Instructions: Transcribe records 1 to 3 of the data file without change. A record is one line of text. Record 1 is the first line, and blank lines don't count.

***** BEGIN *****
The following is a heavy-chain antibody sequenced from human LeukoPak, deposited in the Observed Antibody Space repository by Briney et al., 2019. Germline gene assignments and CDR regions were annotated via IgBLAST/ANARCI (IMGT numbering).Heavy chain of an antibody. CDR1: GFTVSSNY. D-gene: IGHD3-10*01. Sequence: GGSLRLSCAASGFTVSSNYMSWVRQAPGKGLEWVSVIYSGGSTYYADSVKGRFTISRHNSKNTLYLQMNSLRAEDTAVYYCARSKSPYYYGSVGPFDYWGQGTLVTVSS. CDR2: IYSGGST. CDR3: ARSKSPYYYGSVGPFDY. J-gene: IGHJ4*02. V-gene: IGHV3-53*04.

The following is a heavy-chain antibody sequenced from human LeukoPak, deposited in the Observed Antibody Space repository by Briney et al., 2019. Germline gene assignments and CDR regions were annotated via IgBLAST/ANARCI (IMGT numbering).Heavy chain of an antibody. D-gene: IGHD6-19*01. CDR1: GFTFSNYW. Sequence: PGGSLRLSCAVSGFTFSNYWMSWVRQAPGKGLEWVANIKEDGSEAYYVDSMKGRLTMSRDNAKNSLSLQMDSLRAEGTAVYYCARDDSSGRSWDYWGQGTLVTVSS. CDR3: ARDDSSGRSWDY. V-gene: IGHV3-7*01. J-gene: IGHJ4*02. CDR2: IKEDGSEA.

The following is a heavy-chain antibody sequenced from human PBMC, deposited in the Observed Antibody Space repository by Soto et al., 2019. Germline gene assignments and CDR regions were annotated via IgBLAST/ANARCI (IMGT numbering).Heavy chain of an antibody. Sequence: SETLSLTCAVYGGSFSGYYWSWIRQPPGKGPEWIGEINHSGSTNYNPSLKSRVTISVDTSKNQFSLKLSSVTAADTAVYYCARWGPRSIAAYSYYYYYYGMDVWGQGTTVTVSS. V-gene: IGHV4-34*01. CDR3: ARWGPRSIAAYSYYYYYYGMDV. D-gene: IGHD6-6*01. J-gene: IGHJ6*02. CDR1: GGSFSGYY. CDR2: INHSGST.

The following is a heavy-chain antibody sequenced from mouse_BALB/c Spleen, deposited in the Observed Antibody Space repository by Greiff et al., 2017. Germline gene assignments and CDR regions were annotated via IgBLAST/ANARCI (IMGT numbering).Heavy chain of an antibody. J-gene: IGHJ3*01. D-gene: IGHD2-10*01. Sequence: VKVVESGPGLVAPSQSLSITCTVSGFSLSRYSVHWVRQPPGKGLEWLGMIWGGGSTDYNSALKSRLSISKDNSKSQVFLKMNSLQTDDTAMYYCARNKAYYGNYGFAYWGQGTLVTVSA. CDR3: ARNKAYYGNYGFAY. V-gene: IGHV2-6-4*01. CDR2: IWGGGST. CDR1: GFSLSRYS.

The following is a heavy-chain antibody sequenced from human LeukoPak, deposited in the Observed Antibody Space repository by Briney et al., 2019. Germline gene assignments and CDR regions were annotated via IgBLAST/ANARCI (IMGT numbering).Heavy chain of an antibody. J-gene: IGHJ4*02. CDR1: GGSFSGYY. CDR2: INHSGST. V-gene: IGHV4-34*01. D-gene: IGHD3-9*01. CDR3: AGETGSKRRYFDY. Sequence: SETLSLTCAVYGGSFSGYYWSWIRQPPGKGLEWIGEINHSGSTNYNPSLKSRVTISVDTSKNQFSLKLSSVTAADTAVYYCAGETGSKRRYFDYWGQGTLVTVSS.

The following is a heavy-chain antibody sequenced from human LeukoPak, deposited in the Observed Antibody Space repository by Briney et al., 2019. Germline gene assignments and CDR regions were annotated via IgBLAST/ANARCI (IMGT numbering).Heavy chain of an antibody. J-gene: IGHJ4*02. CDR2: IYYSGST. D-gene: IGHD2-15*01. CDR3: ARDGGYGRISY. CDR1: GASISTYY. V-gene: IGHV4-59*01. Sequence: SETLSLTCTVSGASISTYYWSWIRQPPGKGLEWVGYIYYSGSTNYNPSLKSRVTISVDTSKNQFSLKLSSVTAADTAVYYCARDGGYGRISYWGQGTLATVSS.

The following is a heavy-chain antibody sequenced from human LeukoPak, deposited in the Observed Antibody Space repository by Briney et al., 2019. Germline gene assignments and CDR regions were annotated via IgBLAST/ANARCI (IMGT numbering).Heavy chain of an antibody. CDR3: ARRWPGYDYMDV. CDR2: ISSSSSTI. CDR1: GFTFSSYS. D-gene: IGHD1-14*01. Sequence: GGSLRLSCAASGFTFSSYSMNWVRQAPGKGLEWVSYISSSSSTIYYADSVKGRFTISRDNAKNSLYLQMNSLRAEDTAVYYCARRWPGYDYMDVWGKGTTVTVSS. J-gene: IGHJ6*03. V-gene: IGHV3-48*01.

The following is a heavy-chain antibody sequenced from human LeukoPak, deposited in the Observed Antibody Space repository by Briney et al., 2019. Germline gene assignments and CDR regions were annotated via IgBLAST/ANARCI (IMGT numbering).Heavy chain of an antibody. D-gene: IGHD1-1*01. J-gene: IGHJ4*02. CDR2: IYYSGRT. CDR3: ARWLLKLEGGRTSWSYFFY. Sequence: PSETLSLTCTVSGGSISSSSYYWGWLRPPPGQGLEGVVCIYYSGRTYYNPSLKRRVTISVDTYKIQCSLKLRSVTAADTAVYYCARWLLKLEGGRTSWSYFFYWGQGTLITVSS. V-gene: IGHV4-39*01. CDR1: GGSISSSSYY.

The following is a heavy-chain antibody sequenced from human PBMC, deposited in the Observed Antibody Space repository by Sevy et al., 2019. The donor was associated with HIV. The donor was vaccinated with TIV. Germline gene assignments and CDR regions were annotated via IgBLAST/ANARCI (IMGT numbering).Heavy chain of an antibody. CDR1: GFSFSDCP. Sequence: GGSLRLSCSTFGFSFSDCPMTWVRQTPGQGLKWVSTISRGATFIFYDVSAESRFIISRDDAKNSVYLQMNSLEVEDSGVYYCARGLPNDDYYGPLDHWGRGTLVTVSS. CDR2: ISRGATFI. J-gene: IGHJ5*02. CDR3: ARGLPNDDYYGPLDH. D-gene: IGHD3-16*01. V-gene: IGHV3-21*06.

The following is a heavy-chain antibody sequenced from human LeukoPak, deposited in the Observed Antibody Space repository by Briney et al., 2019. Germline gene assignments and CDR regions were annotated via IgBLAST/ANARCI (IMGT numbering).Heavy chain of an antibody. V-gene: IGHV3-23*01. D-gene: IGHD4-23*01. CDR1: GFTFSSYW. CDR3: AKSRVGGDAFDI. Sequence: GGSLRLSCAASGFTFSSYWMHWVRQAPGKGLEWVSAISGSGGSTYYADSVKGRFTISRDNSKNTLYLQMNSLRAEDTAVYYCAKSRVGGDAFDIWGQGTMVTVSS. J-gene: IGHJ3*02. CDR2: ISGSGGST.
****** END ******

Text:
The following is a heavy-chain antibody sequenced from human LeukoPak, deposited in the Observed Antibody Space repository by Briney et al., 2019. Germline gene assignments and CDR regions were annotated via IgBLAST/ANARCI (IMGT numbering).Heavy chain of an antibody. CDR1: GFTVSSNY. D-gene: IGHD3-10*01. Sequence: GGSLRLSCAASGFTVSSNYMSWVRQAPGKGLEWVSVIYSGGSTYYADSVKGRFTISRHNSKNTLYLQMNSLRAEDTAVYYCARSKSPYYYGSVGPFDYWGQGTLVTVSS. CDR2: IYSGGST. CDR3: ARSKSPYYYGSVGPFDY. J-gene: IGHJ4*02. V-gene: IGHV3-53*04.

The following is a heavy-chain antibody sequenced from human LeukoPak, deposited in the Observed Antibody Space repository by Briney et al., 2019. Germline gene assignments and CDR regions were annotated via IgBLAST/ANARCI (IMGT numbering).Heavy chain of an antibody. D-gene: IGHD6-19*01. CDR1: GFTFSNYW. Sequence: PGGSLRLSCAVSGFTFSNYWMSWVRQAPGKGLEWVANIKEDGSEAYYVDSMKGRLTMSRDNAKNSLSLQMDSLRAEGTAVYYCARDDSSGRSWDYWGQGTLVTVSS. CDR3: ARDDSSGRSWDY. V-gene: IGHV3-7*01. J-gene: IGHJ4*02. CDR2: IKEDGSEA.

The following is a heavy-chain antibody sequenced from human PBMC, deposited in the Observed Antibody Space repository by Soto et al., 2019. Germline gene assignments and CDR regions were annotated via IgBLAST/ANARCI (IMGT numbering).Heavy chain of an antibody. Sequence: SETLSLTCAVYGGSFSGYYWSWIRQPPGKGPEWIGEINHSGSTNYNPSLKSRVTISVDTSKNQFSLKLSSVTAADTAVYYCARWGPRSIAAYSYYYYYYGMDVWGQGTTVTVSS. V-gene: IGHV4-34*01. CDR3: ARWGPRSIAAYSYYYYYYGMDV. D-gene: IGHD6-6*01. J-gene: IGHJ6*02. CDR1: GGSFSGYY. CDR2: INHSGST.